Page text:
Monday, September 29, 2008

Leitgeb, "about," Yablo

So I was stuck on a bus from Ghent to Sopot for around 20 hours. I had on me my laptop and a bunch of papers to read, among them Leitgeb's What is a self-referential sentence? Critical remarks on the alleged (non-)circularity of Yablo's paradox (2002), Logique et Analyse 177-178, 3-14. It's a fun paper and I really got into it. To the extent that I decided to spend a few hours typing up a note about this stuff. Here is a fairly sketchy first draft. Abstract below. All comments welcome.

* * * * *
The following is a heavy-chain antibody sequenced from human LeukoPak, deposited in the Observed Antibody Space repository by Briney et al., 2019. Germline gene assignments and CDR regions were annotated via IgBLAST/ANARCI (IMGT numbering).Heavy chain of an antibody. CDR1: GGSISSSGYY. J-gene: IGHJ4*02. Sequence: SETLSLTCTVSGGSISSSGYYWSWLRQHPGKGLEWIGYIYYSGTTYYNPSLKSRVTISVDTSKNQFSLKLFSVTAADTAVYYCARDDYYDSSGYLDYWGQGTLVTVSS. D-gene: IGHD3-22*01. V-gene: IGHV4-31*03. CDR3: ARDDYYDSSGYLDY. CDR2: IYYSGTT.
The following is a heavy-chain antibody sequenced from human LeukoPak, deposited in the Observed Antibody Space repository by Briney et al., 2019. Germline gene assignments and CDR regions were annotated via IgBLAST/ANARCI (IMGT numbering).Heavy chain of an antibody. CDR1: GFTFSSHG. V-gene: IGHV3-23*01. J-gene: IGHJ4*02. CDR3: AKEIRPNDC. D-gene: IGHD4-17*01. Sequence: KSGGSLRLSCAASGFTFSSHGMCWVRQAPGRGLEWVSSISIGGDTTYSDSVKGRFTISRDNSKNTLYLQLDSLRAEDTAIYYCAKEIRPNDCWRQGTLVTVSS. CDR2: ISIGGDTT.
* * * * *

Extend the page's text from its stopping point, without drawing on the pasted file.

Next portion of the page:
Abstract. Leitgeb (2002) objects against the clarity of the debate about the alleged (non-)circularity of Yablo's paradox, arguing that there are actually two notions of self-reference and circularity at play. One, on which Yablo's paradox is not circular, is defined via the reference of the constituents of a sentence, and another, on which the paradox is circular, is defined via syntactic mappings and fixed points. More importantly, Leitgeb argues that both definitions aren't satisfactory and that before we can undertake a serious debate about the circularity of Yablo's paradox we first need to clarify the notions involved. I will focus on Leitgeb's criticism of the first definition and will argue that the problems arise not as much on the level of our definition of circularity as on the level of our definition of reference of sentences (aboutness). Leitgeb's main worry is the failure of a requirement called `Equivalence Condition', which says that if a formula is self-referential, any formula logically equivalent to it should also be self-referential. I will argue preservation under logical equivalence is unreasonable with respect to self-reference, but is indeed needed with respect to aboutness. Since Leitgeb's own tentative notion of aboutness doesn't satisfy the requirement, I will suggest another approach which fixes this problem. I also explain why the intuitions that circularity should satisfy the equivalence condition are misled. Next, I argue that the new notion of aboutness is not susceptible to slingshot arguments. Finally, I compare it with Goodman's notion of absolute aboutness, emphasizing those features of Goodman's approach that make his notion inapplicable in the present discussion.

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